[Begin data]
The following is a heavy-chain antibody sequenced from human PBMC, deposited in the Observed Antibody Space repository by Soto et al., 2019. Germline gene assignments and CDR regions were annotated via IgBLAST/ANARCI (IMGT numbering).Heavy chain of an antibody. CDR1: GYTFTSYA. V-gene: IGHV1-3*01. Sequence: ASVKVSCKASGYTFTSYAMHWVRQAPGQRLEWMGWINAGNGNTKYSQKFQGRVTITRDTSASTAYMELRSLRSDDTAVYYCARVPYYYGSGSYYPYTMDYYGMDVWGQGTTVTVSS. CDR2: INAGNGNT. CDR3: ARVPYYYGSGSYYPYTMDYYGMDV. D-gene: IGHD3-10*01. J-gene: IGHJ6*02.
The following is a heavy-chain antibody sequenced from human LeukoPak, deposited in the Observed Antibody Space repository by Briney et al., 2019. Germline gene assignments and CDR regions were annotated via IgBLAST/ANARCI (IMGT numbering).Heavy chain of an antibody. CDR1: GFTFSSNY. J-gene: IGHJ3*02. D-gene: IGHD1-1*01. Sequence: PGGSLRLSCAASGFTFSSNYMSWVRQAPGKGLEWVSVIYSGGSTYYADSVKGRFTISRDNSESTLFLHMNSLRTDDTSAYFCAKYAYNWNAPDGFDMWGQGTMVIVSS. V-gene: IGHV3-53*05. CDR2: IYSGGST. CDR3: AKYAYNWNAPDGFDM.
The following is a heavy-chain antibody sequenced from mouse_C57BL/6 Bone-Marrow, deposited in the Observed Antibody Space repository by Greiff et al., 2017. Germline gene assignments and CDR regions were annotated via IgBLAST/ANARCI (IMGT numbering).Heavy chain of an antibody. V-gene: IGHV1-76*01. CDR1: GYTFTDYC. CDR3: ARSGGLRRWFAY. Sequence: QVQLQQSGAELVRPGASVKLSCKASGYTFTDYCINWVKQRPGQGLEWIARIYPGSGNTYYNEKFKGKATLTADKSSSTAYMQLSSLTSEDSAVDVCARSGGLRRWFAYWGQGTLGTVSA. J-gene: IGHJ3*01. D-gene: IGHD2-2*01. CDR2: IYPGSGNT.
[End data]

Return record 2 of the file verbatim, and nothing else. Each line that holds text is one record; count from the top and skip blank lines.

The following is a heavy-chain antibody sequenced from human LeukoPak, deposited in the Observed Antibody Space repository by Briney et al., 2019. Germline gene assignments and CDR regions were annotated via IgBLAST/ANARCI (IMGT numbering).Heavy chain of an antibody. CDR1: GFTFSSNY. J-gene: IGHJ3*02. D-gene: IGHD1-1*01. Sequence: PGGSLRLSCAASGFTFSSNYMSWVRQAPGKGLEWVSVIYSGGSTYYADSVKGRFTISRDNSESTLFLHMNSLRTDDTSAYFCAKYAYNWNAPDGFDMWGQGTMVIVSS. V-gene: IGHV3-53*05. CDR2: IYSGGST. CDR3: AKYAYNWNAPDGFDM.